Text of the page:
CRN recently ran a story summarizing a Forrester Research study (sorry, I don’t have the link – hopefully, someone will provide it in the comments) which revealed certain vendor practices which are stirring up resentment among CIOs. There is a lot within this report that our industry needs to take to heart, but there are a few items in there in which CIOs appear to want to have their cake and eat it too.
One item is based on a significant difference between how vendors view license fees for marginal users, versus customers viewing those fees (years after the contract is written) based on average price. Let’s eavesdrop on a typical enterprise software sale to see the roots of this later dispute.
“So, I think I will need about 1000 users licensed for your CRM product this year, and then the population will grow by about 500 users next year, 1200 call center agents the year after, and then all international users in year four, which would be around 2500 additional users,” said Carol Cio.
“I don’t know if I’ll still be on this account next year, let alone in four years,” thought Sam Salesguy to himself. “Let’s see if I can move this deal into this quarter.”
“I’ll tell you what,” said Sam Salesguy, this time out loud. “How about if we do all 5200 licenses this year. If you can move that through procurement, I think can get you an additional 40% discount overall, and we’ll phase in the maintenance on those licenses according to your schedule.”
“I don’t know if I’ll still be in this job next year, let alone in four years,” thought Carol Cio to herself, “but getting such a great concession from this vendor will improve my chances, make the CFO happier, make budgeting for the next few years easier, and will leave a little money on the side for us to bring that tablet roll-out for executives into this budget year.”
“Let’s do it,” said Carol to Sam. “I’ll push this through the CFO and procurement, as soon as you get approval from your sales management on the discount.”
Later, Vince Veep said to Sam, “If we can pull in the deal this year, we can do the increased discount because we’ll have reduced costs of administering contracts, we’ll be sharing the risk with the customer, and because you and I will both be getting paid more for the deal.” Vince thought to himself, “Of course this is what the company wants, because that’s how they write our comp plans. If they wanted something else, they would compensate us differently. And it totally makes sense to share the risk with the customer, taking less money overall in exchange for a contractual commitment now by the customer. If the customer only wanted 1200 licenses now, they would pay more now for those licenses per user, and they would also pay more later for the other 4000 users. I would never offer this discount if the customer wanted an “out” clause, because then there is no shared risk. In fact, my friend Ed Economist would point out that the marginal price for the last 4000 users is lower than the unit price for the first 1200, so of course the maintenance price for those 4000 users is also lower. If the customer ever wanted to negotiate a cancellation of those last 4000 users, we’d have to go back to the higher price, plus we’d have to somehow be compensated for the commissions we already gave out and can’t get back, plus also get compensated for the extra costs we have in contract administration and perhaps other areas of the company.”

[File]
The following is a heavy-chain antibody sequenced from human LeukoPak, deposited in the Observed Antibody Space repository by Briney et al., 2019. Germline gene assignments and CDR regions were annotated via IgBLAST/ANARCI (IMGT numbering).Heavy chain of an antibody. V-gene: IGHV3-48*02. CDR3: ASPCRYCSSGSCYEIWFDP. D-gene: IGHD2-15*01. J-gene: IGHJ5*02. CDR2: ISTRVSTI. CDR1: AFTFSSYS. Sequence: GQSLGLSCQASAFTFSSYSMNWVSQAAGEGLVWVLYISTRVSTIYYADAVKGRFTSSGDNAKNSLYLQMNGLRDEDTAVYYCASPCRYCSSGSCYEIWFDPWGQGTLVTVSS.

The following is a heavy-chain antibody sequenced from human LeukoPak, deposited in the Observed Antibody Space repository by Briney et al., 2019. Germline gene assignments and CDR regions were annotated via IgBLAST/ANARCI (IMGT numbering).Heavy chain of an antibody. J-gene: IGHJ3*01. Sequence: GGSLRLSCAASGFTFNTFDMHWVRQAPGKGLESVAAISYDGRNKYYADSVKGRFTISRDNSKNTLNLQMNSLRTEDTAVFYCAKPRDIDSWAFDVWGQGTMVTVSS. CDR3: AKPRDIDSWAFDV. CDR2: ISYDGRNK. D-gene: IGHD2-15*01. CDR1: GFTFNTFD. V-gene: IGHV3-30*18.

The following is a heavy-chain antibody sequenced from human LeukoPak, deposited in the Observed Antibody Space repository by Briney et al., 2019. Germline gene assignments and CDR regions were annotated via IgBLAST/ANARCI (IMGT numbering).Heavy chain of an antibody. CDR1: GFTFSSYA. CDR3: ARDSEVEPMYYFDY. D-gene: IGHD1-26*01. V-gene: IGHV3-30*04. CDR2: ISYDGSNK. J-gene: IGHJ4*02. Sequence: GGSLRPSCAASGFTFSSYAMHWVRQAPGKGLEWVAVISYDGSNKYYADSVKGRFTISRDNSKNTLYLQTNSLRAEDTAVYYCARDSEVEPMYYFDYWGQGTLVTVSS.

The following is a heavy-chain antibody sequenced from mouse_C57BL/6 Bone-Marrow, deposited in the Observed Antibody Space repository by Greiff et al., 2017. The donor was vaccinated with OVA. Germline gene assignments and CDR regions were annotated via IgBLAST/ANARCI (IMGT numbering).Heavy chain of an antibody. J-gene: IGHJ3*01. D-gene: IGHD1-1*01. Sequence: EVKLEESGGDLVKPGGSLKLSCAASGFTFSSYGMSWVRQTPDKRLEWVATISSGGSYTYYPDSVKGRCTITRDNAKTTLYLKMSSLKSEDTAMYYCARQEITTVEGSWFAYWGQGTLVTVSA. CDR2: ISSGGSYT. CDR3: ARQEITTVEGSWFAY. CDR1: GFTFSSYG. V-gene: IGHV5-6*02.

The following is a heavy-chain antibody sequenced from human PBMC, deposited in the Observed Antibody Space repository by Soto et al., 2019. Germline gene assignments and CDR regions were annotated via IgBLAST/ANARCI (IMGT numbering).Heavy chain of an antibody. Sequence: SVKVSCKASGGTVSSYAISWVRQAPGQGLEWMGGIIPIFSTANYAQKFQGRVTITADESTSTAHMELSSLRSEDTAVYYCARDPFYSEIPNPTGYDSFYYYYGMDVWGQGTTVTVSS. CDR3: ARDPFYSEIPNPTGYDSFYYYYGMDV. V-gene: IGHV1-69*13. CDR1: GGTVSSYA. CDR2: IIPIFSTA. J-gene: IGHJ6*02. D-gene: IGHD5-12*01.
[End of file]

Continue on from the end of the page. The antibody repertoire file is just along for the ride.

Perhaps I’m exaggerating what is going through Vince Veep’s mind, but you get the point. To the customer, in economic terms, the marginal utility of a license in the future is about the same as the marginal utility of a license in the present, so that customer feels like she is getting a real bargain by getting that future license at a greatly reduced price, and often doesn’t stop to think that there is a contract – that must be honored – underneath that price.
To the sales rep, the marginal utility of a deal in the future, when he may not have this account any more, is close to zero, so he would like to pull the largest check possible into this quarter, regardless of the interest of the vendor. The vendor’s interest is enforced by a contracts and discount policies process, ensuring that the sales rep doesn’t give away the farm, and that the customer gets a reasonable discount for taking on the risk of acquiring additional licenses.
If the customer needs to return those licenses in the future, the customer may be thinking about the average price of those licenses, but most likely the vendor is thinking about the marginal price of those licenses, plus a “restocking fee.”
Obviously, in this short blog post, I’m oversimplifying a lot of things, and I’m not trying to fully represent the buyer’s point of view, since that is widely covered elsewhere (e.g. at Constellation Research Group). I just want to communicate why it might be worthwhile to think about the marginal, rather than the average, price when thinking about license returns or exchanges. After all, understanding how your vendor is thinking might help you to better negotiate the best possible outcome for you and your enterprise.